Art by Lyvie Scott

First: Eve. Yes, from the Bible. Though the rapper would be pretty fun to have around too.

I had never given much thought to Eve growing up. Like most kids raised religious, I was very familiar with the crash-course creation story where she succumbed to temptation, ate the apple, and doomed us all — and made God so angry he invented periods.

I would always think of her when my cramps were particularly earth-shattering, but she didn’t cross my mind very often beyond that. I was not very existential as a kid.

I never once doubted the truth of the creation story. I still don’t. I’m easy that way. I have a lot of issues with Christianity, questions and grudges I’m still working through — but the first few chapters of the book of Genesis is not one of them. The Bible’s like a fairy tale to me. I take more issue with its interpretation than with the text itself.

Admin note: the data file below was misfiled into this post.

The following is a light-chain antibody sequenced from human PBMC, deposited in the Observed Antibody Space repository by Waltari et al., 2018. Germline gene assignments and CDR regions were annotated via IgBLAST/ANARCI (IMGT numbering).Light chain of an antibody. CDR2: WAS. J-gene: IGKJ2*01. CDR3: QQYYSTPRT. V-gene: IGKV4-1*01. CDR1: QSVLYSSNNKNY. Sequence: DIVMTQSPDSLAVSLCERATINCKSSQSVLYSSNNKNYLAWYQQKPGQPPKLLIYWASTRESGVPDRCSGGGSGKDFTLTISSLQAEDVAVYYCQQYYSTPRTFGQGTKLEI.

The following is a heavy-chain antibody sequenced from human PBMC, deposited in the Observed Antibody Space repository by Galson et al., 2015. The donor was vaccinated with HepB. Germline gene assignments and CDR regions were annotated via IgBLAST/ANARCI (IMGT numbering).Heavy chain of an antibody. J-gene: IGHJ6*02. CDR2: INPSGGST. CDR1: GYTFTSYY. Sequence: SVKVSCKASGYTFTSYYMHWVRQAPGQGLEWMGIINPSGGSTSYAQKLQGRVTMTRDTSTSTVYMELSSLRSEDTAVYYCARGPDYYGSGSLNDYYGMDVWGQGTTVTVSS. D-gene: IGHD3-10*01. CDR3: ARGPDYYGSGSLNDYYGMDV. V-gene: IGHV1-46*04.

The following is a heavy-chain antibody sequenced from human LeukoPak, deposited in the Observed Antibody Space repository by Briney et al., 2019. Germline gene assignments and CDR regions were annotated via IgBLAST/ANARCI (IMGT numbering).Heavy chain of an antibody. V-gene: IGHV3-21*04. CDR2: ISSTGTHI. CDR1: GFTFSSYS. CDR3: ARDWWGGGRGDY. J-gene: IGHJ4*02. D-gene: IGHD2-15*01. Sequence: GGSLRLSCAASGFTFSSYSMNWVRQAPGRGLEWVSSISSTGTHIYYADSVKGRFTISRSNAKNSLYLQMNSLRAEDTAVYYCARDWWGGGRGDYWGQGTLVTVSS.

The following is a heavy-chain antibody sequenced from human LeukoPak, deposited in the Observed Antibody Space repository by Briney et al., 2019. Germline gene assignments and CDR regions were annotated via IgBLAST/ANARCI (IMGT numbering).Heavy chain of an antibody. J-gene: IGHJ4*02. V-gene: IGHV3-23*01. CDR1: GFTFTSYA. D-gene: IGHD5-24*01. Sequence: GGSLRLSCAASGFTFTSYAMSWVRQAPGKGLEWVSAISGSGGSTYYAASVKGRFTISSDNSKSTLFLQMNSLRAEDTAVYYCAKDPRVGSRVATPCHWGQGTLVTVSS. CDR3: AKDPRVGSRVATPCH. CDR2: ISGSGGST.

I do think the fruit might not have been an apple, but that’s minutiae. Who cares if it was a fig, or a pomegranate, or an orange? It was probably a fig, but again: I’m easy.

Two Januarys ago I was standing in the Met. There are a lot of Eves in the Met, and my then-crisis of faith had spiraled into a fascination with original sin, why anything matters; where we go if we’re bad, or if we’re good.

I was starting to develop a burgeoning interest in Eve. I was starting to understand her, empathize with her, even. I felt tempted all the time. I felt bad all the time. I felt like I was going to Hell.

It was a very terrifying year. I became a nihilist that year.

After staring at all the Eves and the Venuses and the Penitent Magdalenes, I visited the gift shop. I could honestly live in that gift shop. There are more books about art in there than I’d ever be able to finish. I wanted everything, so much so that I almost left with nothing.